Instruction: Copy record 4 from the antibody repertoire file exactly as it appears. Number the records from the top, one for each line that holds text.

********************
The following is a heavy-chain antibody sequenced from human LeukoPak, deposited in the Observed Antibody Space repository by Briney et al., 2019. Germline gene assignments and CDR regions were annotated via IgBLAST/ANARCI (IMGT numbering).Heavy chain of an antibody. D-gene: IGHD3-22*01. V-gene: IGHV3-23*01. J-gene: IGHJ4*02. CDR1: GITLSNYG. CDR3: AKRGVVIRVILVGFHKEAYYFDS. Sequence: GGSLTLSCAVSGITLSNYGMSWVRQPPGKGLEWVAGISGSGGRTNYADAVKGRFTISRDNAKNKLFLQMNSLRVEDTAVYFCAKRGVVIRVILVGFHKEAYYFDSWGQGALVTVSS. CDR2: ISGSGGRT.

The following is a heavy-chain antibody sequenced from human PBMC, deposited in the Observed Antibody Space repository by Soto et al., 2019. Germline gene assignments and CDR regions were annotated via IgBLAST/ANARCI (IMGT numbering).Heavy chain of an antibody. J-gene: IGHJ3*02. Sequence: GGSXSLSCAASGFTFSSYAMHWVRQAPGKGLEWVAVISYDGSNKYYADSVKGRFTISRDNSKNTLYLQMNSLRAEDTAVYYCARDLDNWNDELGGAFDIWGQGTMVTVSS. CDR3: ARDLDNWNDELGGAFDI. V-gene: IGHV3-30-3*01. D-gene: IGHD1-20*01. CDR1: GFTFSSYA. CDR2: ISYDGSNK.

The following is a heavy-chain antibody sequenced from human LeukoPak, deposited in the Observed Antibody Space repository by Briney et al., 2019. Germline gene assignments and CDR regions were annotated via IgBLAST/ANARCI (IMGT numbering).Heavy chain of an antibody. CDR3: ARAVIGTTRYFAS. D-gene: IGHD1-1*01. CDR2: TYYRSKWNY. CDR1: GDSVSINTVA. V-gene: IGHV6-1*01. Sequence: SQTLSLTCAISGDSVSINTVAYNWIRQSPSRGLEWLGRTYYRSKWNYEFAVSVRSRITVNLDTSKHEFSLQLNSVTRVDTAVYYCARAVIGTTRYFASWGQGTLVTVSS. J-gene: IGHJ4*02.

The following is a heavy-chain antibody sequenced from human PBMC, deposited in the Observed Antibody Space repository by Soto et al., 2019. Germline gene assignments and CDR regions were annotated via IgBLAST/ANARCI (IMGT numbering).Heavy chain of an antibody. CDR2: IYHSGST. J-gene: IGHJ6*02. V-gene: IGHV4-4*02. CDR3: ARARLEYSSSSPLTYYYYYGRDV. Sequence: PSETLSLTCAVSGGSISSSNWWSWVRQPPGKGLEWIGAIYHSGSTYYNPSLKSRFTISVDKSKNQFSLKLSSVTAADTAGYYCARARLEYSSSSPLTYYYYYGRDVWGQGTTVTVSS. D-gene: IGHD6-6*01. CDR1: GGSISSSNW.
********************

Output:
The following is a heavy-chain antibody sequenced from human PBMC, deposited in the Observed Antibody Space repository by Soto et al., 2019. Germline gene assignments and CDR regions were annotated via IgBLAST/ANARCI (IMGT numbering).Heavy chain of an antibody. CDR2: IYHSGST. J-gene: IGHJ6*02. V-gene: IGHV4-4*02. CDR3: ARARLEYSSSSPLTYYYYYGRDV. Sequence: PSETLSLTCAVSGGSISSSNWWSWVRQPPGKGLEWIGAIYHSGSTYYNPSLKSRFTISVDKSKNQFSLKLSSVTAADTAGYYCARARLEYSSSSPLTYYYYYGRDVWGQGTTVTVSS. D-gene: IGHD6-6*01. CDR1: GGSISSSNW.